A SHOWDOWN looms today between government and teachers after the latter vowed that they would not report for duty without an adjustment to their salaries.
Government has, on the other hand, threatened to dock salaries for workers who absent themselves without leave.
Teachers Unions yesterday said their members were incapacitated to report for duty today for the first term after salary negotiations between civil servants’ unions and government ended in a stalemate last week.
The unions said teachers would only be able to resume duty once government has restored their salaries’ purchasing power to the pre-October 2018 level of US$520 to US$550 or equivalent in local currency.
The National Joint Negotiating Council to deliberate on the cost of living adjustment and other matters that relate to the welfare of civil servants ended in a deadlock on Friday after the workers rejected the 25% salary hike offered by government.
The meeting came after the Zimbabwe Confederation of Public Sector Trade Unions (ZCPSTU) threatened a full-blown strike.
Schools are opening today for examination classes, with the rest of the learners returning on March 22.
Zimbabwe National Teachers Union chief executive officer, Manuel Nyawo said: “Teachers do not even have bus faresto travel to their respective schools. Sadly, the Public Service Commission (PSC) has resorted to using dirty tricks to force-march teachers to their workplaces without considering how they can make it without money. It is already a month after the previous month’s payday and the little money teachers received in salaries is already used up.”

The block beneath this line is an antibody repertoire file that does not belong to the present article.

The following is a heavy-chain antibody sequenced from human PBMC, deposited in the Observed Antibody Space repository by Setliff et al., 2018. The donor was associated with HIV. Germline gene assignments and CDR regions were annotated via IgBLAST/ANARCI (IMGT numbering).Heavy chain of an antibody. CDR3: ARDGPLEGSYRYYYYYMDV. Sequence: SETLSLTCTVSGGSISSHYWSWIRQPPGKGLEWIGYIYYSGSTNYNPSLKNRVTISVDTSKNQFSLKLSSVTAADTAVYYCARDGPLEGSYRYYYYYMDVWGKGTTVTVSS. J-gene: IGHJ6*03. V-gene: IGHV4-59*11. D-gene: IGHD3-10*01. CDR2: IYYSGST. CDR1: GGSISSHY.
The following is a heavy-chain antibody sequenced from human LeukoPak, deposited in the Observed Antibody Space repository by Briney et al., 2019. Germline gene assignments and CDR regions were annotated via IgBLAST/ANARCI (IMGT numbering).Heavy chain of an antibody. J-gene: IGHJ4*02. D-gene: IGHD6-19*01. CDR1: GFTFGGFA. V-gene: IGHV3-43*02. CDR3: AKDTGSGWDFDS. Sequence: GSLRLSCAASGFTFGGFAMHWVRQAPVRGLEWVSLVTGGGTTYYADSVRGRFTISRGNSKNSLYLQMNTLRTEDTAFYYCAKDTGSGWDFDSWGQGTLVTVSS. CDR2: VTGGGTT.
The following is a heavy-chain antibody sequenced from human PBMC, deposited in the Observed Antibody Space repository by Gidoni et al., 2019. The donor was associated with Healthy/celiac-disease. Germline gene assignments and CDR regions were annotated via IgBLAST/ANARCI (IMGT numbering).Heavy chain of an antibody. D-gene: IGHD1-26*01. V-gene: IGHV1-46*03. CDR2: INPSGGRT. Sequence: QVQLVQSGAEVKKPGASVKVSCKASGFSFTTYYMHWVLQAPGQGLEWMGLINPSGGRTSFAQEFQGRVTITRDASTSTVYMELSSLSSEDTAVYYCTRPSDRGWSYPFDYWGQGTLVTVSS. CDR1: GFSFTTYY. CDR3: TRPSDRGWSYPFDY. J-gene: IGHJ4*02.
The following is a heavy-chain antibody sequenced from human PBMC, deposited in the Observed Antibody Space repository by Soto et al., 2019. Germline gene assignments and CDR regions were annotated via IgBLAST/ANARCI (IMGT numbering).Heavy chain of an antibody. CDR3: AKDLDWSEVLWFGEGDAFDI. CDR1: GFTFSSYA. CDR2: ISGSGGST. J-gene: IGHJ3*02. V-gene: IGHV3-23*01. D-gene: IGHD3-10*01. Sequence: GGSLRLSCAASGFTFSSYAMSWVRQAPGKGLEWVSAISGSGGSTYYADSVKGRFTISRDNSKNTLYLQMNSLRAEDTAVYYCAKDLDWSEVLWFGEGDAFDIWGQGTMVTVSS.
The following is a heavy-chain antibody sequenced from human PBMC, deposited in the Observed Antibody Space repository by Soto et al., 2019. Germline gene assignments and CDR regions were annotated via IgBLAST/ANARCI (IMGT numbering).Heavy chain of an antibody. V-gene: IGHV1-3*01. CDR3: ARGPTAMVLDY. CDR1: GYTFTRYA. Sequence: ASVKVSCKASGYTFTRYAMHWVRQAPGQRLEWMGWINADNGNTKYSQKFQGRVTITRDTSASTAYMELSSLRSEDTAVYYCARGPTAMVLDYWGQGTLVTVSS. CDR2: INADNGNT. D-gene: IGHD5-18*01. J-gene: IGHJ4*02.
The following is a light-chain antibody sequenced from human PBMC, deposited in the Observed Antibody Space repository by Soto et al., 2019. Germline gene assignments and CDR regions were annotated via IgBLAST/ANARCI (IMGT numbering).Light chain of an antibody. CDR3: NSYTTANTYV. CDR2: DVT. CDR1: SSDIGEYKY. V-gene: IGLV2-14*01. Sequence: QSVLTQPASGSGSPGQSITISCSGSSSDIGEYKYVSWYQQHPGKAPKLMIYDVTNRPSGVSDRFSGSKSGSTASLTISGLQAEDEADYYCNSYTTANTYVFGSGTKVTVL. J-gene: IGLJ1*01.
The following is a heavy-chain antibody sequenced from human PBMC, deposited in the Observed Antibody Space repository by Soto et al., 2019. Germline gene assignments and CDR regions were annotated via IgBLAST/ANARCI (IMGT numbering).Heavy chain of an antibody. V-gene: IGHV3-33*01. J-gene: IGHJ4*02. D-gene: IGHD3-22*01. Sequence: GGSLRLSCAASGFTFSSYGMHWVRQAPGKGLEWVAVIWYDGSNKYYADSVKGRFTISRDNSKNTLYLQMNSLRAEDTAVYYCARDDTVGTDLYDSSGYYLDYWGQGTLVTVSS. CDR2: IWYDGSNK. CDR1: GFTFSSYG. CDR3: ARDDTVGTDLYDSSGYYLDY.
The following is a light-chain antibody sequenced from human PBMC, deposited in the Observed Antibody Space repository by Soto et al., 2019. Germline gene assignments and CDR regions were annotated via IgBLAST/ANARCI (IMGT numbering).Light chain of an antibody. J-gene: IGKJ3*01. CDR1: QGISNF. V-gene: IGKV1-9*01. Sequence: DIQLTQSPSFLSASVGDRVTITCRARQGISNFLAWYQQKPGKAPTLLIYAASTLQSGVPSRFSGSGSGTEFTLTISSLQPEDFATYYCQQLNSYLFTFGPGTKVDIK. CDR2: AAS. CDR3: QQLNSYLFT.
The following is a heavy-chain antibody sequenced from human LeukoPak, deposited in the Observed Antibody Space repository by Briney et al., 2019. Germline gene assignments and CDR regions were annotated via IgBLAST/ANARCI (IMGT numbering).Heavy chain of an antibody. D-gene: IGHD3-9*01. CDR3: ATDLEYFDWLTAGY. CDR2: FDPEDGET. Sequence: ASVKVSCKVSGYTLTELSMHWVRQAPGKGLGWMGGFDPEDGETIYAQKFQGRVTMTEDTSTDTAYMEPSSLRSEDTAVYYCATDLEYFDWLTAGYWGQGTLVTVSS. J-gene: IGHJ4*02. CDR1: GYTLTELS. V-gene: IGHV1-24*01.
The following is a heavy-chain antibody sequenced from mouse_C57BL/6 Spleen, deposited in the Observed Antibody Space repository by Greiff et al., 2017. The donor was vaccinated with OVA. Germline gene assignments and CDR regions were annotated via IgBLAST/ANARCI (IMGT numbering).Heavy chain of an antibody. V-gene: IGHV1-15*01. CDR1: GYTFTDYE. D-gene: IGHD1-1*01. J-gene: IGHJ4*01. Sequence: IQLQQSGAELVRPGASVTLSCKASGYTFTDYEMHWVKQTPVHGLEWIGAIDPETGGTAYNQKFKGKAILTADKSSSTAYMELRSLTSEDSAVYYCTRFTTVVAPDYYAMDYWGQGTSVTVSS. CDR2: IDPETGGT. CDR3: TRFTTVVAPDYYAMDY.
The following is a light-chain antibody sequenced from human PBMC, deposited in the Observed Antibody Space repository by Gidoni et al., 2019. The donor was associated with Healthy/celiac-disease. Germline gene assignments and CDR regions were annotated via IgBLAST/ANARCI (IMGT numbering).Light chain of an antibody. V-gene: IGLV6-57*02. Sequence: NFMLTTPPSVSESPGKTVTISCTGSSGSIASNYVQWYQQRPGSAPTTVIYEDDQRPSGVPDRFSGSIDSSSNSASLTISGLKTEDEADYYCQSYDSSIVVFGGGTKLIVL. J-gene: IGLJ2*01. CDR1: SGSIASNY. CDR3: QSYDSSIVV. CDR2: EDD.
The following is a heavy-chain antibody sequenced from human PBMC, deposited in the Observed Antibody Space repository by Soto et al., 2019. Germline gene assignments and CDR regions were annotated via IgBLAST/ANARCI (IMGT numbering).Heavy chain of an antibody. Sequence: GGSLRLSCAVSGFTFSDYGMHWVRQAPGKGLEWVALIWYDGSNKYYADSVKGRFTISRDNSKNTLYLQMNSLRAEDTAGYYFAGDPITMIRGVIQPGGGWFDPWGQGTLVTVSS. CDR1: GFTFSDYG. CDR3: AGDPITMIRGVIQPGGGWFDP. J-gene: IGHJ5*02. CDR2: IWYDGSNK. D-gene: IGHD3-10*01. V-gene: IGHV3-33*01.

He said the PSC should stop its “militaristic, authoritarian and draconian” leadership style it is using to cajole teachers back to work. “Teachers do not eat and survive on threats and that style will never work in modern democracies,” he said.
Amalgamated Rural Teachers of Zimbabwe (Artuz) president Obert Masaraure concurred, saying: “Our members remain incapacitated and this will not be affected by outcomes of the cost of living adjustment negotiations.”
Progressive Teachers Union of Zimbabwe secretary-general Raymond Majongwe said civil servants were demanding “a robust, frank productive dialogue with the same PSC that decides to threaten people who are trying to engage it peacefully. Authorities should leave behind the (late former President Robert) Mugabe’s tactics of persecution and vindictive politics in resolving the issue of poor wages. This is a simple labour matter that needs sober leadership to address”.